The first report from state animal welfare inspectors offers some high praise for the job that Guilford County staff, designers and builders did on the shiny new Guilford County animal shelter that opened late last year at 980 Guilford College Road in Greensboro.
The expensive new facility – with the lofty longer name of “Guilford County Animal Resource Center” – was built to replace the dilapidated now closed shelter on West Wendover Avenue that was, seven years ago, the site of horrific animal treatment and multiple violations of state animal cruelty laws.
The mismanagement of the county’s animal shelter by the previous service provider led to a massive scandal in 2015 that resulted in the largest animal cruelty fine in North Carolina history. However, now that Guilford County government has taken over shelter operations, hired new director Jorge Ortega and funded a brand new shelter, the state’s stance toward Guilford County’s animal operations has done a one-eighty.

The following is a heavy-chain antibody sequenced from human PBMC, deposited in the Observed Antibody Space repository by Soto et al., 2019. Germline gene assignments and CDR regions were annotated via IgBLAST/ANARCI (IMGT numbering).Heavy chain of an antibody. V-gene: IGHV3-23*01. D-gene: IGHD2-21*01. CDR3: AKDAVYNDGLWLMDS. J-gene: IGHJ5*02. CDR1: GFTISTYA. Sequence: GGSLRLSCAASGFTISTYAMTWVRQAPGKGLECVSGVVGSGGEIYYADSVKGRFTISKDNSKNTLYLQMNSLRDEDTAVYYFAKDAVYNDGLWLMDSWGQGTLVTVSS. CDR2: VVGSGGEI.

One comment from the first public inspection of the Animal Resource Center compliments the design and build quality of the shelter.
“All involved in the build of this facility have done an excellent job,” the inspector wrote in the report based on a review done right as the shelter opened.
The report added that “All areas are in compliance.”
It also notes that the shelter has many animal-friendly features – such as the fact that outside kennel areas are surrounded by a perimeter fence that allows the dogs to play in groups of four or less in the play yards without a need for supervision.
Despite the overall high praise, there were some areas of concern. There were worries about “the possibility of the sun being too hot on the cats in the stray cat area on the end enclosures” and also there was one place in the building where inspectors were concerned that an escape plot by cats might be successful.
Now that the facility is occupied, another inspection will be forthcoming that will offer important information on staff operations and how well the facility operates with animals inside.
Well, maybe our misplaced fur babies will be able to sleep more secure at night. Not so sure about our own babies and children with that $1 million cut to the GPD budget. What say you?